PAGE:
Eighteen-year-old boy opened fire at school in a small Finnish town, killing eight of his schoolmates and then shooting himself down.
The gunman was rushed to a hospital in Helsinki with a gunshot wound to his head after Wednesday's shooting at Jokela High School in Tuusula, some 50 kilometers (30 miles) north of the capital.
He was pronounced dead later Wednesday. "There was no hope," said Dr. Eero Hirvensalo, chief of the Toolo Hospital in central Helsinki . "His condition was critical from the beginning."
Police were analyzing YouTube postings that appeared to anticipate the massacre, including clips in which a young man calls for revolution and apparently prepares for the attack by test firing a semiautomatic handgun.
The gunman, who was not identified, shot the victims - five boys, two girls and the female principal - with a .22-caliber pistol, police said, adding about a dozen other people were injured as they tried to escape from the school.
Witnesses described a scene of mayhem in the leafy lakeside community, in which the assailant scoured the school for victims while shouting slogans of "revolution."
Police chief Matti Tohkanen said the gunman belonged to a gun club and got a license for the pistol on Oct. 19. He did not have a previous criminal record, Tohkanen said. "He was from an ordinary family," he said.
Investigators were searching for a possible motive in the YouTube postings that appeared to reveal plans of the deadly attack.
One video, titled "Jokela High School Massacre," showed a picture of a what appeared to be the school and two photos of a young man holding a handgun. Electronic music played in the background with a growling voice singing "I am your apocalypse."
The person who posted the video was identified in the user profile as an 18-year-old man from Finland . The posting was later removed.
The profile contained a text calling for a "revolution against the system."
Another YouTube video clip showed a young man clad in a dark jacket loading a clip into a handgun and firing several shots at an apple placed on the ground in a forested area. He smiled and waved to the camera at the end of the clip.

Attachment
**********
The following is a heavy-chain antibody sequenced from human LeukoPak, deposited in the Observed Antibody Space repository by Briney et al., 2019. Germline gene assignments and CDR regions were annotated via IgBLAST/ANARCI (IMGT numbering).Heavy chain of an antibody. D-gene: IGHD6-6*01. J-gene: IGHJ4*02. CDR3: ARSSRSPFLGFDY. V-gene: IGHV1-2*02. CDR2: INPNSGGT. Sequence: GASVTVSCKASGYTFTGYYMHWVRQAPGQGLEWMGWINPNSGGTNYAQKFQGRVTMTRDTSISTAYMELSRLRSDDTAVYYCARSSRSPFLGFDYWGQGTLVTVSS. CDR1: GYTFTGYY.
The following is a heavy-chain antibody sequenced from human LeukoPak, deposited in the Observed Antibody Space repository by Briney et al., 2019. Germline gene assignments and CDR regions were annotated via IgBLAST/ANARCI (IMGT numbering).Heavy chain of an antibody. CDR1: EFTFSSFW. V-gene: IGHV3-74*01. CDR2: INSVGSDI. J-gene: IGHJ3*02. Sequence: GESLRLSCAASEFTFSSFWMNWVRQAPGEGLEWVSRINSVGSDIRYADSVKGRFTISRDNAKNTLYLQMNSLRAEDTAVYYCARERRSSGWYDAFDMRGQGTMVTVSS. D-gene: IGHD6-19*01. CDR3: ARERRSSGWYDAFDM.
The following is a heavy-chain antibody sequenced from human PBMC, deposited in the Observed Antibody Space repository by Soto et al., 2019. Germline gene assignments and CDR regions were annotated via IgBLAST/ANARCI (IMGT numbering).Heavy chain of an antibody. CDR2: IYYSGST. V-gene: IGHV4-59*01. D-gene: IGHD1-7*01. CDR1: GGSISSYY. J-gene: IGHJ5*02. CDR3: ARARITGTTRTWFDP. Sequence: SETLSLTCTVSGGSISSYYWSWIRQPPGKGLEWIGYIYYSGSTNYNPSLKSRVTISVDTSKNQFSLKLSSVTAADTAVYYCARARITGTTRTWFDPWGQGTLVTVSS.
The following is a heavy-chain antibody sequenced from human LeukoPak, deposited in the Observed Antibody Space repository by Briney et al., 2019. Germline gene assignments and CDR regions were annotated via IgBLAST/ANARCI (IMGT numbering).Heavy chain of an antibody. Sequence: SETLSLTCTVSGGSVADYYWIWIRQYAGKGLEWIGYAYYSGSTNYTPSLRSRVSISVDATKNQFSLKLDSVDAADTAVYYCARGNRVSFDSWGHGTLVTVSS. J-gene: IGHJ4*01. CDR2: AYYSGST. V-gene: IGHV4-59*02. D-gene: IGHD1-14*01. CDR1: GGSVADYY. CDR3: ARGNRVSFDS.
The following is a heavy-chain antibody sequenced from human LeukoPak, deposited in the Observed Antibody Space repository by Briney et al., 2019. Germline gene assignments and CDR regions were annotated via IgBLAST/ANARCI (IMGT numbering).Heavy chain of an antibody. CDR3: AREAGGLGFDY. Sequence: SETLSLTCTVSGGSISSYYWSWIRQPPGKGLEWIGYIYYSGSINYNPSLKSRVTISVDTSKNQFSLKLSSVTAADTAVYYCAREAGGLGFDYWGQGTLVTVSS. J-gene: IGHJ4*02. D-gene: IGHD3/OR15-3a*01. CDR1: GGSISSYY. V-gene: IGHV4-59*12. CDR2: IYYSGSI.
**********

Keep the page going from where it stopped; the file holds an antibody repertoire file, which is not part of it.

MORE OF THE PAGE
A third clip showed photos of what appeared to be same man posing with a gun and wearing a T-shirt with the text "Humanity is overrated."
Police said they would investigate any possible connection the gunman might have had to the video.
Kim Kiuru, a teacher at the school, said the principal announced over the public address system just before noon (1000 GMT) that all students should remain in their classrooms.
"After that I saw the gunman running with what appeared to be a small caliber handgun in his hand through the doors toward me after which I escaped to the corridor downstairs and ran in the oppositedirection," Kiuru told reporters.
Kiuru said he saw a woman's body as he fled the building.
"Then my pupils shouted at me out of the windows to ask what they should do and I told them to jump out of the windows ... and all my pupils were saved," Kiuru said.
Terhi Vayrynen, 17, a student at the school told The Associated Press that her brother Henri Vayrynen, 13, and his classmates had witnessed the shooting of the principal outside the school through the classroom window.
She said the gunman then came into Henri Vayrynen's class shouting: "Revolution. Smash everything."
When no one did anything, he shot the TV and the windows of the classroom but did not fire at the students. Then he ran out and down the corridor, Terhi Vayrynen said.
Vivianna Korhonen, a student at the high school, told Finnish broadcaster YLE she feared for her life as news of the shooting spread through the school.
"We were terrified and afraid, we thought that we might die, as he (the shooter) was still able to come to our classroom," she said. "We were informed all the time, we were calling our friends and asking for information."
More than 400 students aged 12 -18 were enrolled at Jokela, officials said.
Residents in Tuusula, a town of 34,000 people, said such attacks were unheard of in the area.
"Mostly nothing happens here, this is nice surroundings and not any criminals to talk of. This was a total surprise," said Reijo Pekka, whose son Arttu Siltala was at the school.
Students at the school said the killer often wore the same clothes to school: a brown leather jacket, black trousers and a checkered shirt. He almost always carried a brief case.
Tuomas Hulkkonen, a student at the school, said he knew the gunman well, and that he had been acting strange of late.
"He withdrew into his shell. I had noticed a change in him just recently, and I thought that perhaps he was a bit depressed, or something, but I couldn't imagine that in reality he would do anything like this," Hulkkonen told Finnish TV broadcaster MTV3.
Gun ownership is fairly common in Finland by European standards, but deadly shootings are rare. Finnish media reported that in 1989 a 14-year-old boy shot and killed two students, apparently for teasing him.
Experts warned the Finland shooting could inspire copycat attacks in other parts of the world.
"An event like this in Finland might have an effect in the U.S. ," said Christopher P. Lucas, a psychiatry professor at NYU Medical Center in New York .
He added that YouTube provides a ready way for shooters to publicize their acts and provide some sort of justification.
Prime Minister Matti Vanhanen described the situation as "extremely tragic," and declared Thursday a day of national mourning with flags to be flown half-staff.